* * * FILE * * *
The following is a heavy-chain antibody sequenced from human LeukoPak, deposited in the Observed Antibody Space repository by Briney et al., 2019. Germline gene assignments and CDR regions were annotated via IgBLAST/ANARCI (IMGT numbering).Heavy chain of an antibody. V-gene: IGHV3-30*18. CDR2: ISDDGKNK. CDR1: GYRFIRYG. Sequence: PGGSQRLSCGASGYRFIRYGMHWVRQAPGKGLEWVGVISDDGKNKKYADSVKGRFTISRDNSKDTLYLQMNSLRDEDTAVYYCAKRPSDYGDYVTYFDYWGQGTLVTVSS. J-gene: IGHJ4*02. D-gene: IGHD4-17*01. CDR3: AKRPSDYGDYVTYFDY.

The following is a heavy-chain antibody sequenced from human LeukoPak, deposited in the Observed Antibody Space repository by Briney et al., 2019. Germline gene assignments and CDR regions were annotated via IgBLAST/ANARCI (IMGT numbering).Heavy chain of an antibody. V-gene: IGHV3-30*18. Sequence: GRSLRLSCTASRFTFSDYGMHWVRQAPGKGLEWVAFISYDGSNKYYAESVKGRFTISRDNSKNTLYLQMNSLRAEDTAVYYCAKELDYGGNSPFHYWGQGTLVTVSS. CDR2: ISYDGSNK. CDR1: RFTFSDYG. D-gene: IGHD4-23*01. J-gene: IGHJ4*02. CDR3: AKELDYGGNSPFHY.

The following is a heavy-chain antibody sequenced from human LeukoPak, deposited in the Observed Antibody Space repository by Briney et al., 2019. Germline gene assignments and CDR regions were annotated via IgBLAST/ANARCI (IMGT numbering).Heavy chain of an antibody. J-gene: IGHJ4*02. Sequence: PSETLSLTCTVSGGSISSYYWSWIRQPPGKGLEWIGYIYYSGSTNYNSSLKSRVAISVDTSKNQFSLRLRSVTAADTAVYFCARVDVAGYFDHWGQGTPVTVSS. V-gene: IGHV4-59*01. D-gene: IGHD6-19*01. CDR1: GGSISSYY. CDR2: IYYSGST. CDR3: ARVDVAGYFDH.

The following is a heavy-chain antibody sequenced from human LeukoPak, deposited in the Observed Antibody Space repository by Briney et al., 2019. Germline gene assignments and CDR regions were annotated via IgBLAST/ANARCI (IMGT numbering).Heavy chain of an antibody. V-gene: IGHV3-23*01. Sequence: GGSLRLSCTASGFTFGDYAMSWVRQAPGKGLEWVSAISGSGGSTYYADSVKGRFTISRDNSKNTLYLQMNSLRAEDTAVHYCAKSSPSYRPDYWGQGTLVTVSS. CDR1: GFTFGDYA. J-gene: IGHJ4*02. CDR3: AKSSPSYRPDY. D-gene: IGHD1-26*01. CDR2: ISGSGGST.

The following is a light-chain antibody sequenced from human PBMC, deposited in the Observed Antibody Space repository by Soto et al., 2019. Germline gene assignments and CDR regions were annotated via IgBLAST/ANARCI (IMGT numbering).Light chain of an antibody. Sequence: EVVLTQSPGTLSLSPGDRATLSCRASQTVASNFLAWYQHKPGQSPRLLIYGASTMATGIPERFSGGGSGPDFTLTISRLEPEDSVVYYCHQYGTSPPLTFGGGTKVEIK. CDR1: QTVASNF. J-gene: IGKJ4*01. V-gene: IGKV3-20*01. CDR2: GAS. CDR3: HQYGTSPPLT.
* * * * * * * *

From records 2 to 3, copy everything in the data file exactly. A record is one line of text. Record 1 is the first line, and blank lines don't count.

The following is a heavy-chain antibody sequenced from human LeukoPak, deposited in the Observed Antibody Space repository by Briney et al., 2019. Germline gene assignments and CDR regions were annotated via IgBLAST/ANARCI (IMGT numbering).Heavy chain of an antibody. V-gene: IGHV3-30*18. Sequence: GRSLRLSCTASRFTFSDYGMHWVRQAPGKGLEWVAFISYDGSNKYYAESVKGRFTISRDNSKNTLYLQMNSLRAEDTAVYYCAKELDYGGNSPFHYWGQGTLVTVSS. CDR2: ISYDGSNK. CDR1: RFTFSDYG. D-gene: IGHD4-23*01. J-gene: IGHJ4*02. CDR3: AKELDYGGNSPFHY.

The following is a heavy-chain antibody sequenced from human LeukoPak, deposited in the Observed Antibody Space repository by Briney et al., 2019. Germline gene assignments and CDR regions were annotated via IgBLAST/ANARCI (IMGT numbering).Heavy chain of an antibody. J-gene: IGHJ4*02. Sequence: PSETLSLTCTVSGGSISSYYWSWIRQPPGKGLEWIGYIYYSGSTNYNSSLKSRVAISVDTSKNQFSLRLRSVTAADTAVYFCARVDVAGYFDHWGQGTPVTVSS. V-gene: IGHV4-59*01. D-gene: IGHD6-19*01. CDR1: GGSISSYY. CDR2: IYYSGST. CDR3: ARVDVAGYFDH.